Teen Center To Go?
Drug Prevention Program Also Faces Ax As Village Looks At Cuts
By TIM O'CONNOR Journal & Topics Reporter
Planned budget cuts may lead to the closing of the Arlington Hts. Teen Center and the discontinuing of a school drug prevention program.
The cuts were proposed during a village board Committee-of-the-Whole meeting Monday, Nov. 30 to determine a tax levy for 2010. The board needed to make $3.275 million in cuts in order to come up with a levy.
The teen center and Too Good For Drugs, a program similar to D.A.R.E., were among the proposed cuts. However, the cuts are not final and residents will still be able to voice their opinion during the village board meeting on Monday, Dec. 7.
Cutting the anti-drug program was difficult for many board members because it serves thousands of Arlington Hts. students.
"I just want to make sure we're making the right decision as a community," said Trustee Thomas Glasgow, who voted against ending Too Good For Drugs.
The program not only tackles drug prevention but also teaches students about Internet safety and cyber bullying.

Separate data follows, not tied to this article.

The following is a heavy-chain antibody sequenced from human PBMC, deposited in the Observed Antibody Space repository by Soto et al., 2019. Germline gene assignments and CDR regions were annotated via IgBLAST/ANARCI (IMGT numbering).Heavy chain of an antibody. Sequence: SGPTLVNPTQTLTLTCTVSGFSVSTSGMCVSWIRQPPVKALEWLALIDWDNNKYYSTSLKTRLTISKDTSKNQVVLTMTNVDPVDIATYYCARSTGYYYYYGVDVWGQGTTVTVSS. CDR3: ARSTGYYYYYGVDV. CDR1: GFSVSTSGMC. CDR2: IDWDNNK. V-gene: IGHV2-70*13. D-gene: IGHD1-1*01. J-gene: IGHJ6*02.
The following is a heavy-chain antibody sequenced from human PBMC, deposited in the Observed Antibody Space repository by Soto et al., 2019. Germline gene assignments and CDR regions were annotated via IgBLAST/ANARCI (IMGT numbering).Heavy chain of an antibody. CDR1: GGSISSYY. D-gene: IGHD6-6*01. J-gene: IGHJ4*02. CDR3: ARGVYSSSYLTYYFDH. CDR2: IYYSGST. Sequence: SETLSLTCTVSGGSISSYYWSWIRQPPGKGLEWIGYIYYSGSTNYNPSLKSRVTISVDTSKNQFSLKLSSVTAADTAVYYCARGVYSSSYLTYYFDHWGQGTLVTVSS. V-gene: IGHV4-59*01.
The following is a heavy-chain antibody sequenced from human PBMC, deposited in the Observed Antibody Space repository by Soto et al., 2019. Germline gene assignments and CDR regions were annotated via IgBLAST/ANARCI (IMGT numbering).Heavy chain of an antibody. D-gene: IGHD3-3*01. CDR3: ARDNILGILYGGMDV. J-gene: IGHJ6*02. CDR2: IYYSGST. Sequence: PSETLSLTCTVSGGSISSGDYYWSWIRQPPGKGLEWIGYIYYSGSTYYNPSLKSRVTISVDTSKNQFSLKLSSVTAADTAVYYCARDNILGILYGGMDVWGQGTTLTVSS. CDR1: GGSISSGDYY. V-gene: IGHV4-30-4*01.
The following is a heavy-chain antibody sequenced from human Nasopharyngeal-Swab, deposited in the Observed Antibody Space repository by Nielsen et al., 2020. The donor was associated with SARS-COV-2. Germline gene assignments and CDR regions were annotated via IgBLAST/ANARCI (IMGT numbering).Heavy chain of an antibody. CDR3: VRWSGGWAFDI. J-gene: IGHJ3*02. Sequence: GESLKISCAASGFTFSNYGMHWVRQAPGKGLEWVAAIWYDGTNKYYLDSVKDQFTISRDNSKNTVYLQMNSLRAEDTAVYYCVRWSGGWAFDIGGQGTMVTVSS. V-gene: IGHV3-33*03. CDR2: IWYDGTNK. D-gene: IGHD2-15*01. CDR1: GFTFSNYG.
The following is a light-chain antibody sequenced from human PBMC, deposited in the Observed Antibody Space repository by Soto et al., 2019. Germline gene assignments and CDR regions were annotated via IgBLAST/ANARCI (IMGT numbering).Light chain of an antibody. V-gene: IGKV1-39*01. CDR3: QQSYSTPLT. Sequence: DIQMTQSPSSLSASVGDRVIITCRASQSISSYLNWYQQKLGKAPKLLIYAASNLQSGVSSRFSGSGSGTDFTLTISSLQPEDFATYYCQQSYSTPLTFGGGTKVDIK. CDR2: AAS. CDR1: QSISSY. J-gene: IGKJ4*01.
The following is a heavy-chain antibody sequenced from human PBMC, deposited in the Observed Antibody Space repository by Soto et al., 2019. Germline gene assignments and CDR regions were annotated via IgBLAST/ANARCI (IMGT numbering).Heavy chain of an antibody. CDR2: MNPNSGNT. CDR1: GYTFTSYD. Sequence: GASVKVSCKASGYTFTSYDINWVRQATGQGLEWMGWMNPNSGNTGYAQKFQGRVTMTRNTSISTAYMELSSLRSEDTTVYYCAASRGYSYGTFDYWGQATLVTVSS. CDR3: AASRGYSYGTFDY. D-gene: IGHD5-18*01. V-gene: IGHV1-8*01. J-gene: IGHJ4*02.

But Too Good For Drugs was deemed unnecessary compared to other essential services. The program uses two police officers that Village Manager Bill Dixon said could be filling two vacant spots on the police force.
"We didn't consider this a basic service when compared to patrol," he said.
Salaries for those two officers total about $222,000. The program itself cost another $15,000. Dixon said those salaries should be working Arlington Hts. streets.
The trustees ultimately agreed with Dixon, voting 5-3 to cut the drug prevention program.
"This service is already provided by the majority of families in Arlington Hts.," Trustee Thomas Hayes said.
More of the board members saw the teen center as non-essential. Only Mayor Arlene Mulder voted against closing the building.
"The teen center is not by any stretch of the imagination a basic service," Trustee Norman Breyer said. "I think it's something that, given these trying times, is expendable."
Closing the teen center and dismissing its five staff members would save the village about $378,000.
Several board members expressed their desire to see other groups continue the work done by Too Good For Drugs and the teen center.
The teen center would close in late January. Too Good For Drugs would be discontinued at the end of the school year because it is an integral part of the current curriculum.
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